Newspaper Image Quality and Oregon City History

The latest additions to the Historic Oregon Newspapers website come once again from Oregon City, but there is more to this story than just an announcement of new content!

As you browse through Historic Oregon Newspapers online, you might wonder why some newspaper pages look cleaner or more readable than others. Almost all of the images you see were scanned from microfilm negatives to create the best possible digital image. However, the condition of print papers at the time of filming, as well as the way in which the papers were filmed, underlies the readability of the digital images that we use today. For example, papers that were originally filmed as bound volumes have a center binding that often creates a gutter shadow and/or page curvature, which can obstruct some of the text on each page. Papers with any kind of obstructed text are often difficult to read on microfilm, and thus difficult to read in digital form, not to mention difficult for computer software to “read” when performing the optical character recognition (OCR) that allows us to find information in the papers through keyword searching.

Historic print newspapers are fragile and susceptible to water damage, mold, rips, tears, and fading ink:

photograph of a print newspaper from the early 1900s shows wrinkles on the page from water damage, as well as a mystery substance that could be mold.

A bound print newspaper from the early 1900s reveals wrinkles on the page from water damage, as well as a mysterious substance that could possibly be mold.

Newspapers tend to become brittle and damaged over time, so it’s rare to find many historic print copies that are still in good condition. In many cases, the original microfilm for these newspapers is all we have left to work with. However, if we can locate good quality print copies of a title that was originally filmed in poor condition, we can re-film the paper to create a better, more readable, and thus more usable image. Through our partnership with the Oregon City Public Library, with funding from the Library Services and Technology Act, we were able to re-film portions of the Banner-Courier, the Morning Enterprise, and the Oregon City Enterprise. Many thanks to the Milwaukie Historical Society’s Milwaukie Museum, where these bound volumes of old Oregon City newspapers were kept intact!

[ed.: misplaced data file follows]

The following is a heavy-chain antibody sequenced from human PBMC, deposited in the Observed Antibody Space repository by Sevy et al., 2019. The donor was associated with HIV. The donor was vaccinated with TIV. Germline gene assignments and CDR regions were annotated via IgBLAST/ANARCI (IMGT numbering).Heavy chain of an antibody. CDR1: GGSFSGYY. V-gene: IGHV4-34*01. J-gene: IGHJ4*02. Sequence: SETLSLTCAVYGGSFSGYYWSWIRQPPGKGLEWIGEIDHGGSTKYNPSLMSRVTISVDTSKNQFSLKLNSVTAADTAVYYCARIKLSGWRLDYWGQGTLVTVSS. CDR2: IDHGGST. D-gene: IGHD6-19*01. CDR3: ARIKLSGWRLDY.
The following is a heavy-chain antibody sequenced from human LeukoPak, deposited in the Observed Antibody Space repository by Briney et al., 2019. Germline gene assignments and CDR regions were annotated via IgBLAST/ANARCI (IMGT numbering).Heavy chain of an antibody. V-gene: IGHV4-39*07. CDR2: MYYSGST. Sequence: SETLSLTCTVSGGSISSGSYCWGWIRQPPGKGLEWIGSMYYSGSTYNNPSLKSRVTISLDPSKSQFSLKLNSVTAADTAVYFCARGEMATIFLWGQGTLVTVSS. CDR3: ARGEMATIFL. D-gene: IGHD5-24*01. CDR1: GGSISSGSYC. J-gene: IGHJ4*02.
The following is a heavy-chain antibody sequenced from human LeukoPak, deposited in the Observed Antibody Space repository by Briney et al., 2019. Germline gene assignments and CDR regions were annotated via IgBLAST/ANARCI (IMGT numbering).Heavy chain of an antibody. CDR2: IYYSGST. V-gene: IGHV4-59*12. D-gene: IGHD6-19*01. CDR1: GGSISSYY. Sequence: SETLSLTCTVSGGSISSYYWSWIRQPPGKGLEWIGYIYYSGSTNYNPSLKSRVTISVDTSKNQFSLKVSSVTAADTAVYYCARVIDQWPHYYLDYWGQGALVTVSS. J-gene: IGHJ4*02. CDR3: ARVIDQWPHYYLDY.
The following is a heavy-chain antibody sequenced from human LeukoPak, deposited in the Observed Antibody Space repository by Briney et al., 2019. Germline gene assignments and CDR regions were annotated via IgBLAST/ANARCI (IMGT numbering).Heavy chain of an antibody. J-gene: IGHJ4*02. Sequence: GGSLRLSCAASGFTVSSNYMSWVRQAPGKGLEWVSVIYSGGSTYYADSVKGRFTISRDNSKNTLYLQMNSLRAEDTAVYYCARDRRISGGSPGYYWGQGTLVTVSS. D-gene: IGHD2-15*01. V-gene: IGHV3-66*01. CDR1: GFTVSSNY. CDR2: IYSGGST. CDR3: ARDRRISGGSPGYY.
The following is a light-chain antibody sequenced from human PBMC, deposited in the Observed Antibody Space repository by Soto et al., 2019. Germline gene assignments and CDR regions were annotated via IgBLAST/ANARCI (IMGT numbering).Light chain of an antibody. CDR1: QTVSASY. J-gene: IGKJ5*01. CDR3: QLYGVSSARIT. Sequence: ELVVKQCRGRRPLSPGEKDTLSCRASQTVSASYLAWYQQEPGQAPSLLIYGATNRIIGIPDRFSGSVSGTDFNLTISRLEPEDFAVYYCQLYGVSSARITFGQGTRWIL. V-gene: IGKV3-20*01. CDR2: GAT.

Notice the difference between papers that were filmed bound as opposed to those filmed flat:

Before:

Scan of the Morning Enterprise, filmed bound with gutter shadow obstructing text along the left side of the page.

Filmed bound: Morning Enterprise, July 2, 1913, page 1. Note the gutter shadow that obstructs text along the left edge of the page, not to mention the page curve that obstructs text on the preceding page.

After:

Scan from the same paper, filmed flat, reveals that no text is obstructed.

Filmed flat: Morning Enterprise, July 2, 1913, page 1. No text is obstructed.

To prepare the papers for filming, we first dis-bound the pages of each volume so that we could film them flat, one at a time. Tears or rips in the paper were repaired using Filmoplast (archival quality transparent tape made from paper) and wrinkles and creases were mitigated with a steam iron. The papers were microfilmed using best practices set by the Library of Congress, and then the microfilm was scanned to produce the digital images that are now viewable online at Historic Oregon Newspapers:

The combination of printed page, microfilming, and digitization has not only helped to preserve the history of Oregon City, but also to provide access to these newspapers to anyone in the world with an internet connection. We hope you enjoy the final product as much as we do! An initial browse through this newly added content has yielded the following clippings, but there are many more articles, images, and advertisements of interest just waiting to be discovered by you!

Clip from the Banner-Courier shows photos of the mayors of Oregon City and West Linn, the suspension bridge between Oregon City and West Linn, as well as the falls north of the bridge, under a headline that reads: "Oregon City and West Linn Dedicate New Span"

The banner-courier. (Oregon City, Or.) 1919-1950, December 28, 1922, Image 1. http://oregonnews.uoregon.edu/lccn/sn00063699/1922-12-28/ed-1/seq-1/

Political cartoon from the Morning Enterprise depicts two men seated outside of Uncle Sam's office. One of the men wears a tag that says "Government employee," and a note that says, "Wanted: raise in salary to meet high cost of living." The other man is wearing a hat that says, "Public," with a note that reads: "Wanted: reduction in high cost of living to meet salary." Meanwhile, Uncle Sam appears to be stressed out and hard at work in his office.

Morning enterprise. (Oregon City, Or.) 1911-1933, February 02, 1912, Image 1. http://oregonnews.uoregon.edu/lccn/sn00063701/1912-02-02/ed-1/seq-1/

Clipping from the Oregon City Enterprise reveals a sample of headlines from 1922: "Prohibition Said Biggest Question in America Today. Herwig, Superintendent of Anti-Saloon League Talks to 400 at Congressional Church; Booze is Flayed. Education is Held Big Need of State. Clackamas County Condition is Lauded; Foreign Element Declared Worst Offenders."

Oregon City enterprise. (Oregon City, Or.) 1891-194?, October 20, 1922, Page Page seven, Image 7. http://oregonnews.uoregon.edu/lccn/sn00063700/1922-10-20/ed-1/seq-7/

Happy Searching!

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